Overlay operation is a critical and powerful tool in GIS that superimposes spatial and attribute information from various thematic map layers to produce new information. Overlay operations facilitate spatial analysis and modeling processes when being used with other spatial operations (e.g. buffer, dissolve, merge) to solve real-world problems. For both vector and raster data models, the input layers need to be spatially aligned precisely with each other to ensure a correct overlay operation. In general, vector overlay is geometrically and computationally complex. Some most used vector overlay operations include intersection, union, erase, and clip. Raster overlay combines multiple raster layers cell by cell through Boolean, arithmetic, or comparison operators. This article provides an overview of the fundamentals of overlay operations, how they are implemented in vector and raster data, and how suitability analysis is conducted.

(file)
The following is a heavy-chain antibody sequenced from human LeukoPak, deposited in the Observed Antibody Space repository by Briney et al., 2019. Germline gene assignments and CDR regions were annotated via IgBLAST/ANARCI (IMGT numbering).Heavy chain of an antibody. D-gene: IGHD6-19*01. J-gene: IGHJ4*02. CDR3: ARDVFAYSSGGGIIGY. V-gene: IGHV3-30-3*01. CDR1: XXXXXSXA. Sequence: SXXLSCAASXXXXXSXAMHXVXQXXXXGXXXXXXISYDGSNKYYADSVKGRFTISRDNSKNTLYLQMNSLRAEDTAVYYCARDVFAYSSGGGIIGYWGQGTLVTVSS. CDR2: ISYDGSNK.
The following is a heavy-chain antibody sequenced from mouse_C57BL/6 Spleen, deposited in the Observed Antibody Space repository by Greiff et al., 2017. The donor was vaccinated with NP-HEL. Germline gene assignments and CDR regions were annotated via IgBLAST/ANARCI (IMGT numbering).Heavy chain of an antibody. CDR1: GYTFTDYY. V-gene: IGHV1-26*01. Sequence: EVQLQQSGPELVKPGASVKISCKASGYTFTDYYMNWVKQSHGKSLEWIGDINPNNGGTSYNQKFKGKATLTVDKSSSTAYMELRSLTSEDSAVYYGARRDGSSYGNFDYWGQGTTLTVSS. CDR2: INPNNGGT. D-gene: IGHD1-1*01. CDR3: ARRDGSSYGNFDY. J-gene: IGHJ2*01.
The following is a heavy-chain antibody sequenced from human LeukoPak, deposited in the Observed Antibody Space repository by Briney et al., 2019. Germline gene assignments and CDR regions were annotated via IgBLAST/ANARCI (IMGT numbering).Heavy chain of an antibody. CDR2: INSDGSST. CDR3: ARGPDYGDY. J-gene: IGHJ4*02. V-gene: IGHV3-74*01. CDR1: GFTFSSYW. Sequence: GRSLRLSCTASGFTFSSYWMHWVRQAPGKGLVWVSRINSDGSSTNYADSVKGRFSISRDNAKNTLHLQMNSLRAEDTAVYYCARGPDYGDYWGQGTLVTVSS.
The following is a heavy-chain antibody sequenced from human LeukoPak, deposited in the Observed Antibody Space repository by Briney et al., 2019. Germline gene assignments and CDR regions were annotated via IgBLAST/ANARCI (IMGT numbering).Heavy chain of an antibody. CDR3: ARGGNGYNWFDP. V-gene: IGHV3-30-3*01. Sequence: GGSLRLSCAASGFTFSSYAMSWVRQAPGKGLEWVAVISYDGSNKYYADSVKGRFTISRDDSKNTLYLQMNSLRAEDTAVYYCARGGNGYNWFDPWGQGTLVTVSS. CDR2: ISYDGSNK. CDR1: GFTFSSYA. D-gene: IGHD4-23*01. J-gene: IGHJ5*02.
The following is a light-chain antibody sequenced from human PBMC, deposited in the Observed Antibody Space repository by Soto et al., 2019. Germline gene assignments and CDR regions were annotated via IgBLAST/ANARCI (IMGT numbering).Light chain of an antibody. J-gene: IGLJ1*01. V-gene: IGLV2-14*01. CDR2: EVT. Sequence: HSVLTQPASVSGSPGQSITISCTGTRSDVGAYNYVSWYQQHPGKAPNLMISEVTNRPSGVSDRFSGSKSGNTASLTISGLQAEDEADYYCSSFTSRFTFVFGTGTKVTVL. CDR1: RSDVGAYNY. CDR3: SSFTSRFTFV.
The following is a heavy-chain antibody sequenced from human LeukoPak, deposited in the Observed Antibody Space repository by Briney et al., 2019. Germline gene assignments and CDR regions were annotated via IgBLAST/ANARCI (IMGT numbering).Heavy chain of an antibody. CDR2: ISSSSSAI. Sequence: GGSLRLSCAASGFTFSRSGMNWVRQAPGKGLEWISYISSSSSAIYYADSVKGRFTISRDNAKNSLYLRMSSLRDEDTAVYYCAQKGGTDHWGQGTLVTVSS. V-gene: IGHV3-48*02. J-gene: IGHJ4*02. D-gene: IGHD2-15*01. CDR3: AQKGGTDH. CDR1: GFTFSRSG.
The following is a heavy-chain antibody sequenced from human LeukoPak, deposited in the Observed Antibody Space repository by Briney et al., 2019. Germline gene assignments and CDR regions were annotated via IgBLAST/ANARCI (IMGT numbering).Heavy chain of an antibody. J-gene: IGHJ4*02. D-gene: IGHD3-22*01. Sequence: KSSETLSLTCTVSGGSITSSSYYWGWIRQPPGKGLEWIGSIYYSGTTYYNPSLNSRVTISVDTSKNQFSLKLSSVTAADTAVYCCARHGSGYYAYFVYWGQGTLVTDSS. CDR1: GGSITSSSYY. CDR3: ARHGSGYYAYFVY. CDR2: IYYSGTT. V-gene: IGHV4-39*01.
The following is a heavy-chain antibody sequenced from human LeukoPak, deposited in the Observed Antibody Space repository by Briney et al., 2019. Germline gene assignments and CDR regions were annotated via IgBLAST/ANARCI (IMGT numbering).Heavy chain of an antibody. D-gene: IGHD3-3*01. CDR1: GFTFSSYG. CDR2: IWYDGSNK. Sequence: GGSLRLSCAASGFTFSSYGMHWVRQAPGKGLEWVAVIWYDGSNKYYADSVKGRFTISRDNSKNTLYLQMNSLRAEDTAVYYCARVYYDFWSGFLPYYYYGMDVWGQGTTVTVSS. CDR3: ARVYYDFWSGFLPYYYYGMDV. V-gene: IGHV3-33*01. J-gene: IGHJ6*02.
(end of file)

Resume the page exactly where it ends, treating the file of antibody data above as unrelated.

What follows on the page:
This knowledge area embodies a variety of data driven analytics, geocomputational methods, simulation and model driven approaches designed to study complex spatial-temporal problems, develop insights into characteristics of geospatial data sets, create and test geospatial process models, and construct knowledge of the behavior of geographically-explicit and dynamic processes and their patterns.
Topics in this Knowledge Area are listed thematically below. Existing topics are in regular font and linked directly to their original entries (published in 2006; these contain only Learning Objectives). Entries that have been updated and expanded are in bold. Forthcoming, future topics are italicized.